Paul Shaw
Willi Kunz, Typography:
Macro- and Microaesthetics

Willi Kunz’s Typography: Macro- and Microaesthetics is a vigorous argument for modern typography’s contemporary relevance, albeit in a new guise. As portrayed in Helmut Schmid’s The Road to Basel, the Swiss typography of Ruder was minimalist, relying almost entirely on a single typeface – originally Akzidenz Grotesk (not Helvetica) and later, after 1961, on Univers – and the use of rules. Kunz’s typography is richer, though without sacrificing Ruder’s moral and ascetic components. The big difference between Ruder and Kunz is that the latter has wholeheartedly integrated geometric forms into typography.

Kunz’s interpretation of geometric elements is not confined to the traditional square, circle, and equilateral triangle, but extends to any shape that can be created by “combining, cutting, and distorting” these forms. The addition of these elements – plus their layering – gives Kunz’s typography a postmodern look rather than the modern one of Ruder’s typography, yet both are built upon the same foundation: the activation of space. Kunz uses lines and other geometrical elements for more than strictly functional ends. In his typography they have structural, representational, and semantic meanings that reflect the impact of semiotic theory on design in recent decades. Kunz’s typography
is actually much closer in spirit to that of Wolfgang Weingart, Ruder’s successor at Basel.

The emphasis in Kunz’s book is on typography’s role in design rather than the rudiments of typographic setting. He introduces the basic elements of type – letters, numbers, punctuation, and other marks – as well as the importance of letter-, word-, and linespacing, but only cursorily touches upon the myriad typeface variations that exist today. Instead, Kunz makes an impassioned plea for the use of a single typeface: Univers. In his opinion, Univers is still contemporary, functional, appropriate, versatile, and – with its large programmed family – comprehensive. Although Kunz acknowledges that “the final choice of typeface is a question of personal preference and taste,” he has relied almost exclusively on Univers throughout his career. In his singlemindedness Kunz joins a select, but distinguished, company that includes Victor Hammer, Jack Stauffacher, Wolfgang Tiessen, Gunnar Kaldewey, and Anthony Froshaug as well as Helmut Schmid.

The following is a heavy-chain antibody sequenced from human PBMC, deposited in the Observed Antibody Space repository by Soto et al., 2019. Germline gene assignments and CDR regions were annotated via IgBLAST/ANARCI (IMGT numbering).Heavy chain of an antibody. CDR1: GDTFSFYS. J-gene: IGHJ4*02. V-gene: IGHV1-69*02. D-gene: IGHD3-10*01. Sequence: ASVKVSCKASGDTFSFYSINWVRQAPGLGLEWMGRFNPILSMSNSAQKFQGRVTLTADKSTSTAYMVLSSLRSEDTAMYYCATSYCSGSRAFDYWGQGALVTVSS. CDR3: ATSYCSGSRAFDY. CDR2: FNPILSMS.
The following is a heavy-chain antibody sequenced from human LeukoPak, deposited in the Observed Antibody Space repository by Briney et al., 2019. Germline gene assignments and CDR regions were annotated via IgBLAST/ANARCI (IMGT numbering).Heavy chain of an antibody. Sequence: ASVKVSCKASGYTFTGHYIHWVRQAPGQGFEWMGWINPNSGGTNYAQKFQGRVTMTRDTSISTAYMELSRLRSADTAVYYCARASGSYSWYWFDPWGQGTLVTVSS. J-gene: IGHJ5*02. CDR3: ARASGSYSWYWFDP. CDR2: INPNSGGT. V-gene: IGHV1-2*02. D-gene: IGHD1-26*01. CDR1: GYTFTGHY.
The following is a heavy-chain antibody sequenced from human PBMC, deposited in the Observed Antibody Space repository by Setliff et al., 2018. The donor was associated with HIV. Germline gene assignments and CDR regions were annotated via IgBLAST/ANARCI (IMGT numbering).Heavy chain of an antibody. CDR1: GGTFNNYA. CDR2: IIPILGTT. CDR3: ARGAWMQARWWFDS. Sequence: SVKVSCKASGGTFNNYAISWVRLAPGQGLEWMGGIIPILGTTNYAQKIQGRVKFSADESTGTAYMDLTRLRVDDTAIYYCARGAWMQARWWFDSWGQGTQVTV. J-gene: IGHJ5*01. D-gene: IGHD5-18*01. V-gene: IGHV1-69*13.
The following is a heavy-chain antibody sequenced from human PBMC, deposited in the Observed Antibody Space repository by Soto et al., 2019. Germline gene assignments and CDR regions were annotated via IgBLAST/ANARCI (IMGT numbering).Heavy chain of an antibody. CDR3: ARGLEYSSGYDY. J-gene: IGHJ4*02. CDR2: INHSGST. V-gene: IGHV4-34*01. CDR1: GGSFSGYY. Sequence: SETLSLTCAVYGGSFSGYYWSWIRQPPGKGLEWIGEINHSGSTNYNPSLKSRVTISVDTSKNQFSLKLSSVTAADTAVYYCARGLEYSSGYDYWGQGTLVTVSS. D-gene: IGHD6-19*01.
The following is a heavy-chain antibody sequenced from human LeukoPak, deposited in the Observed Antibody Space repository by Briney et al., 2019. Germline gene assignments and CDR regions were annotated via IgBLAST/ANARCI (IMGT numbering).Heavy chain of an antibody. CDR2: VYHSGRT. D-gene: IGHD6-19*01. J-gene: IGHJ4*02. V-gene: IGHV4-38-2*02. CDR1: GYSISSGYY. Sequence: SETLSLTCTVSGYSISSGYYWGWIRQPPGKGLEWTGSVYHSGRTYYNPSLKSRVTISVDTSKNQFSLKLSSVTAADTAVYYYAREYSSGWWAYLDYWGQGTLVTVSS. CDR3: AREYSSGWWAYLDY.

A large part of Typography: Macro- and Microaesthetics is devoted to an analysis of several projects, followed by a portfolio of Kunz’s work. The portfolio is heavily skewed toward his work for the School of Architecture at Columbia University, for whom he has designed a series of outstanding posters to announce events, competitions, and programs. These posters – created over the course of a decade and a half – are a marvelous study of the possibilities inherent in a limited set of design options. For the lecture and exhibition posters Kunz has restricted himself to one size (a double square), one typeface (the Univers family), two colors (black plus another color), and geometric shapes. They are the best advertisement for the effectiveness of his approach to typography. And the section where Kunz analyzes how geometric and typographic elements come together in
several of his posters is the book’s high point.
Typography: Macro- and Microaesthetics makes a distinction between fundamental visual principles – space, structure, sequence, contrast, form and counterform – and traditional technical standards, in arguing for the relevance of the Swiss aesthetic/ethic in today’s computer-dominated typography. Kunz argues that without fundamental principles “typography could no more communicate visually than could language without grammar and vocabulary communicate verbally.” They are a necessary grounding if the more personal, visual criteria that seem to rule contemporary typography are to succeed. This view echoes those of the contributors to The Road to Basel. The computer is nothing more than a tool for production, able to speed up the generation of ideas and aid in the creation of more complex designs.

Kunz’s typography is a direct descendant of the Swiss typography of Ruder in other ways. There is still an emphasis on rationality, communication, and planning, as well as on the moral component of design. Yet there is one area where Kunz breaks with Swiss typography (or at least its popular stereotype): the use of the grid. He is willing to abandon the grid if it is not useful, rather than turn it into a prison. His book contains chapters on designing both with the grid and without it. This flexibility is one of the keys to the success of his architecture posters. The emphasis on rationality runs counter to the intuitive approach to typography championed by David Carson in recent years. Does this mean that the typographic pendulum is beginning to swing back, or merely that Kunz is stuck in the past? We will have to wait and see.

Typography: Macro- and Microaesthetics has been designed by Kunz himself in several sizes and weights of Univers (7.5/11 Univers 55 for text). It is printed on a thick, matte-coated paper in black and – for the examples of Kunz’s work for Columbia University’s School of Architecture – full color.